While reference is frequently made to using the apparatus to position a hole having a bottom, it is evident that the apparatus can also be used to position a hole which goes entirely through a workpiece. In such an application, the upper surface of the worktable on which such a workpiece is mounted is considered to be the bottom of the hole for the purpose of determining the predetermined angle 0.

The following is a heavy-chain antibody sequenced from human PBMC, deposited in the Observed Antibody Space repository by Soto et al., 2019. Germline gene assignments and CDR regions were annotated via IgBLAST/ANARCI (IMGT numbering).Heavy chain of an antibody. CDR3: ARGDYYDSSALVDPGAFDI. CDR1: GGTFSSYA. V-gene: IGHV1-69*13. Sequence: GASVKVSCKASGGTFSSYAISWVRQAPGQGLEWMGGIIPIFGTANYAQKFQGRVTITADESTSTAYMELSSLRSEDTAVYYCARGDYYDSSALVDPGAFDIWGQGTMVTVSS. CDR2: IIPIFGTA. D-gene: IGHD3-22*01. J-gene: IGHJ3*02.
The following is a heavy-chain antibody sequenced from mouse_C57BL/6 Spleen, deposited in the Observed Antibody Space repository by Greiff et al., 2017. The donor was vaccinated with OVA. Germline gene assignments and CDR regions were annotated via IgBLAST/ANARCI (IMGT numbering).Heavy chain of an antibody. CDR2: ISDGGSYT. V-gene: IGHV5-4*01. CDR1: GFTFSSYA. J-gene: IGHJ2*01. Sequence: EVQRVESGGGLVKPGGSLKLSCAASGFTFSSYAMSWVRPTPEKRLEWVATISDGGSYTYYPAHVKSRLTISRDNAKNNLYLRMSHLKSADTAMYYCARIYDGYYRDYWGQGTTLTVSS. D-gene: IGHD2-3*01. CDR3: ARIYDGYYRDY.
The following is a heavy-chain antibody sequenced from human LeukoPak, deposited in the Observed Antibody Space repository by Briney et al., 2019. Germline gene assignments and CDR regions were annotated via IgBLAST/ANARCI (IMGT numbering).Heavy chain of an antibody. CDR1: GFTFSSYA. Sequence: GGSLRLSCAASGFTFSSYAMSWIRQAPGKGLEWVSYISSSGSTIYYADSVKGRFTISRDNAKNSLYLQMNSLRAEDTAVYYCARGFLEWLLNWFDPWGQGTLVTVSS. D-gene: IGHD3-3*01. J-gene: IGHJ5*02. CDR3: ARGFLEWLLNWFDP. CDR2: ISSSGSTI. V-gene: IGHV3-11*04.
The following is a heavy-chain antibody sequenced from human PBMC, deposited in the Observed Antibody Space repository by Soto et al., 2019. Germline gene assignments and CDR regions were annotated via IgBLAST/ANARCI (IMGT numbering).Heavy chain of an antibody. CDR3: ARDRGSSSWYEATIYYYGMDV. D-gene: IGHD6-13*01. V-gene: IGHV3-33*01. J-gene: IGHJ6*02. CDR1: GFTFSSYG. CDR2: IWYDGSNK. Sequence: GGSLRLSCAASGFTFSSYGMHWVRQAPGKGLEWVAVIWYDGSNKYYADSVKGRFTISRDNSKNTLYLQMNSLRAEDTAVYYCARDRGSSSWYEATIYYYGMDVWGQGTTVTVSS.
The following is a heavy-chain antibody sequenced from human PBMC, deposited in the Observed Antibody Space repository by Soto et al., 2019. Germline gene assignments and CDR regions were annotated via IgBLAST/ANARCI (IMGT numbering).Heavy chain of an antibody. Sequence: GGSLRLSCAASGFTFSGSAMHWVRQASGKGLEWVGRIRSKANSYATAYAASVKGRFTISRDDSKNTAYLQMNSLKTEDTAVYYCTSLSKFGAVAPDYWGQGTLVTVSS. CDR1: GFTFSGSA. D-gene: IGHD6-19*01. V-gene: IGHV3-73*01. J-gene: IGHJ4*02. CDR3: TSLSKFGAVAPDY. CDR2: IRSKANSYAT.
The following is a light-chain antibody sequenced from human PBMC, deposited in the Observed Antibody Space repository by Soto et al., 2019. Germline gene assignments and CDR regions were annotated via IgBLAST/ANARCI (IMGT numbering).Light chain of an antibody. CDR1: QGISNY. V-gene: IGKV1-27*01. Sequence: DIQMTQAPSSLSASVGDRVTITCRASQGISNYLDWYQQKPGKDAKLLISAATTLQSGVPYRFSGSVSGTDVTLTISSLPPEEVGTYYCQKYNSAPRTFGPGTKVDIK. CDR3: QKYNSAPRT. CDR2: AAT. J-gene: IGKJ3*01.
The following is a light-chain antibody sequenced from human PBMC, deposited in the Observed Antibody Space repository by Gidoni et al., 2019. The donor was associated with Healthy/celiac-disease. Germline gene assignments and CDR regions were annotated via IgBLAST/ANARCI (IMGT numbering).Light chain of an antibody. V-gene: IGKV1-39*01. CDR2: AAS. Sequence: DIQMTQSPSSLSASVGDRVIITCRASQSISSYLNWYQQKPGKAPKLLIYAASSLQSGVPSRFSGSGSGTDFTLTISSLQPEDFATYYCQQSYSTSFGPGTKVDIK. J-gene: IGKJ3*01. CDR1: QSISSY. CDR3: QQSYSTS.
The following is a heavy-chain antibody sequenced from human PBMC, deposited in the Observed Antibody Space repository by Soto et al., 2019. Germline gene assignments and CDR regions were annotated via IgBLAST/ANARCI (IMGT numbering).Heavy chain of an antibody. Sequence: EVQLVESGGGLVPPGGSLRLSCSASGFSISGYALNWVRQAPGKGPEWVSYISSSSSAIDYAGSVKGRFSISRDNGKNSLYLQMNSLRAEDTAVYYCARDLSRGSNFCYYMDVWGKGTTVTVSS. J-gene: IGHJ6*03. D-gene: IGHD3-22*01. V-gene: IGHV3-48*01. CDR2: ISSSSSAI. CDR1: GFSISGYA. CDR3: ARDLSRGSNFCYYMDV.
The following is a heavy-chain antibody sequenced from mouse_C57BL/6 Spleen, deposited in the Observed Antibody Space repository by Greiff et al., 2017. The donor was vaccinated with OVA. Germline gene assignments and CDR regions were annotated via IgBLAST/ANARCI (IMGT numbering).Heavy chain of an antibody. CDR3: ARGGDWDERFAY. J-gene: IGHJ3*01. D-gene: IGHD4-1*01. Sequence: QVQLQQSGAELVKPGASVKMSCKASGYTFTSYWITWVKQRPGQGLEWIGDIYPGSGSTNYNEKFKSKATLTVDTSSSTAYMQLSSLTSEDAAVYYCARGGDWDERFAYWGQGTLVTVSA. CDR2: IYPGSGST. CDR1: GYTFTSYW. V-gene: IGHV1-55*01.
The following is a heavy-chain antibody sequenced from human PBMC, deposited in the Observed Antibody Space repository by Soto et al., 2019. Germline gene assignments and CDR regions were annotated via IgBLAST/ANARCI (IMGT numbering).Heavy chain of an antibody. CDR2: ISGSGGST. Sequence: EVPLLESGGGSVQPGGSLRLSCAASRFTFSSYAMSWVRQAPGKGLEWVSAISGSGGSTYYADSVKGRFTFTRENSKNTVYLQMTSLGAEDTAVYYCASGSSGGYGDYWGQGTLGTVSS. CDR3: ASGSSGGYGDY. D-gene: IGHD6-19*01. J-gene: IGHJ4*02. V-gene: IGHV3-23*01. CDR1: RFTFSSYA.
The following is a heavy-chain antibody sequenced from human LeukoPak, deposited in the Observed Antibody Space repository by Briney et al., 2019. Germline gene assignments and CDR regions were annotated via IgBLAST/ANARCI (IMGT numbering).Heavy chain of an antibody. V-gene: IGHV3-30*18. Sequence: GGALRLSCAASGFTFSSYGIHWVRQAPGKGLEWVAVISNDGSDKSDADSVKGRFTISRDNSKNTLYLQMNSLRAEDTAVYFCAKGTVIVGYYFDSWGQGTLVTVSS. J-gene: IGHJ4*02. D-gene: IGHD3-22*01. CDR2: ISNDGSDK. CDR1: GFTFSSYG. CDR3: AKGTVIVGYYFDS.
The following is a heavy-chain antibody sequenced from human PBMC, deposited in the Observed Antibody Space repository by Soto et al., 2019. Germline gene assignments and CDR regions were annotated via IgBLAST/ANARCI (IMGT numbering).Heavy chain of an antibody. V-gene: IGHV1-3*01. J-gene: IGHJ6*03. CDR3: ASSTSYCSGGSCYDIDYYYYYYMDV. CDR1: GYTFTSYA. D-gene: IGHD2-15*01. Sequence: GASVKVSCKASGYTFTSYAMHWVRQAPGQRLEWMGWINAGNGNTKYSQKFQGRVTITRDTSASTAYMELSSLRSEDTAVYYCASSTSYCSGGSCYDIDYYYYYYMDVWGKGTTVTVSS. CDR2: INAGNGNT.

It is to be noted that the ends of the light conducting rods 27, 28, 29, and 31 are canted away from the light beam 26 as shown in FIG. 4, so that only reflected light enters the lower ends thereof and thus, the direct beam 26, itself, has no effect on the operation of the servomotors 13 and 17. Reflected light entering the lower end of a light conducting rod is conducted through the length of the rod and is discharged from the upper end. The photoelectric elements 32, 33, 34, and 36, detect the light discharged from their respective light conducting rods and translate the variations in the light detected into electrical signals which indicate the positioning of a hole 22 with respect to the light beam 26. While it is particularly convenient to use the light conducting rods as described, it is to be noted that they are by no means necessary. If space permits, the photoelectric elements themselves may be mounted adjacent to the workpiece and positioned such that only light reflected at less than the predetermined angle 0 is detected thereby. In this manner, the use of the light conducting rods is obviated.